Pro-Ject Primary E Review
Complete with everything you need to get spinning vinyl, apart from a built-in phono stage, the main difference between the Primary E and the outgoing Primary base deck centres around the motor that’s mounted to the MDF plinth. The E model dispenses with the wall-wart and block arrangement of the older design and substitutes a motor that works on a standard 230V AC mains feed and uses a fixed cable and plug, which reduces the cost and makes for a far tidier installation.
The tonearm is 8.6in long, made from aluminium and employs sapphire bearings for smooth travel. Where it differs from many other examples is that Pro-Ject has optimised it to work with the Ortofon OM series moving-magnet cartridge. This means that there’s no anti-skate adjustment and that the tonearm ships with the counterweight already in place, set accurately for the correct tracking weight at the factory and making it straightforward to set up.
Extract the deck from its packaging, plug the interconnects into a phono preamp or integrated amplifier with a built-in MM stage and fit the belt, and you are good to go in just a few minutes. Fitting the rubber belt to the MDF platter is the only part of this process that is remotely involved, as it runs around the outer edge of the platter and can be a little fiddly to get it to sit perfectly in place. It’s also easy to snag when lifting the acrylic lid too, which means some occasional annoyance at having to fit it again, but practice makes perfect.
The Primary E performs better than you might reasonably expect for the price. There is no audible sign of pitch instability and background noise levels are commendably low, which ensures there is a reasonable and pleasing sense of dynamics to music. Christine And The Queens iT comes across with all the spaciousness and scale of the recording intact. Vocals are well separated from the deep electronic bass and there’s a commendable level of fine detail. The bass extension might not be as deep as with the same material played on more upmarket rivals, but there is sufficient weight and it integrates well with mid-bass frequencies in what feels like an even response. No less importantly, the Pro-Ject defines low notes with a crispness and agility that ensures it never sounds sluggish or overly warm. Coupled with the decent pitch stability, the result is a sense of rhythmic assurance that means even high-tempo material retains a feeling of order and cohesion.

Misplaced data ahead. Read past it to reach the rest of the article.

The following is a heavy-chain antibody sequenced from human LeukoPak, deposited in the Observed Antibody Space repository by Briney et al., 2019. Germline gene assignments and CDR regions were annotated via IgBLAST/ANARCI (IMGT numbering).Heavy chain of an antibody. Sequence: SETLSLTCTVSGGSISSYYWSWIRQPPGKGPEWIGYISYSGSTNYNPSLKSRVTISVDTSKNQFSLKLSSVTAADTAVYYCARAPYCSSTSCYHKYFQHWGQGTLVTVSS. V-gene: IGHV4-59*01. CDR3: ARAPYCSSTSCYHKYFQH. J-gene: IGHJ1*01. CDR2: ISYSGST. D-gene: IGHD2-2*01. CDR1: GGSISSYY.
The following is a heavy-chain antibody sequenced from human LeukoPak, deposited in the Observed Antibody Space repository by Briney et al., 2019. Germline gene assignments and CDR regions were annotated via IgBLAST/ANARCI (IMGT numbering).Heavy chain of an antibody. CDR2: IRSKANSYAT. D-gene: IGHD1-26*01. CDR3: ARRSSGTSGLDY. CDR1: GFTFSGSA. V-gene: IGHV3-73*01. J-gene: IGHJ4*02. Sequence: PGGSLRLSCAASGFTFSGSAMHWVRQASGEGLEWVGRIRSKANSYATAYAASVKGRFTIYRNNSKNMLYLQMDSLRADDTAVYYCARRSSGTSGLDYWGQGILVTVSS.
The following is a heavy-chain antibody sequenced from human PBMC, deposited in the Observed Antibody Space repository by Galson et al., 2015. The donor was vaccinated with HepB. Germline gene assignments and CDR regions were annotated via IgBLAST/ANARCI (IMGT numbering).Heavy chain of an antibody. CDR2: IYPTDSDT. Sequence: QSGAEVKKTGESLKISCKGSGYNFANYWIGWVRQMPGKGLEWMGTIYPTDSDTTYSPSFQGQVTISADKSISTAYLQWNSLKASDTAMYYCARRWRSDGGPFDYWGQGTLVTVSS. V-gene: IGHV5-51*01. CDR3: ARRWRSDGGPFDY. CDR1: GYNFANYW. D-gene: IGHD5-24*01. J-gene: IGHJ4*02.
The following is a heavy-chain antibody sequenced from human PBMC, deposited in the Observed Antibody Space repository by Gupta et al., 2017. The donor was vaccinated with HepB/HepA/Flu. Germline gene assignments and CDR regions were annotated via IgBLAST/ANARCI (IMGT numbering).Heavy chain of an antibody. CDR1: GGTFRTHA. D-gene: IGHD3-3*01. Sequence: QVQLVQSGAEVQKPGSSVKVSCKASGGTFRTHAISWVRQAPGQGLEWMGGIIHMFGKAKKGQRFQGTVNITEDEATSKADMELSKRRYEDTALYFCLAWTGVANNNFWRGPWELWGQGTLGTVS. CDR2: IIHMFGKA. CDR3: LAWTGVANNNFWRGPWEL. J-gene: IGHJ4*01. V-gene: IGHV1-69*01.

The effortlessly funky nature of Little Feat’s Rock & Roll Doctor is conveyed with a vigour that draws you into the music in such a way that you can forgive any lack of tonal richness or top-end refinement.
Where the Ortofon gives the Primary E an advantage is that it is able to keep poorer pressings listenable in a way that rivals often
PRODUCT Pro-Ject Primary E
TYPE Belt-drive turntable
DIMENSIONS (WxHxD) 420 x112 x330mm
- 33 & 45rpm
- 6in aluminium tonearm
- Ortofon OM cartridge
DISTRIBUTOR Henley Audio Ltd.
struggle to manage. The rather congested and slightly dull pressing of Chvrches’ Love Is Dead delivers the musical content without concerning itself too much with the limitations of the record. This means top-quality pressings won’t always show the high levels of performance they are really capable of, but the balance is well judged. It also does a decent job of handling well-worn LPs and it takes some fairly significant surface damage to provoke the tonearm into tracking errors. If you seek a turntable to play finds from record fairs and other less than pristine LPs, this is a solid bet.
The Primary E can be relied upon to play records long term without wearing them out – something of an issue with some similarly priced but non-hi-fi rival vinyl spinning designs – and has engineered out some of the flexibility of the older models in the pursuit of hitting a new low entry- level price point. But what is most surprising about the Primary E, is its ability to deliver a genuinely satisfying musical performance at such a very attractive price, making it an ideal turntable for any new or retuning fans to the format.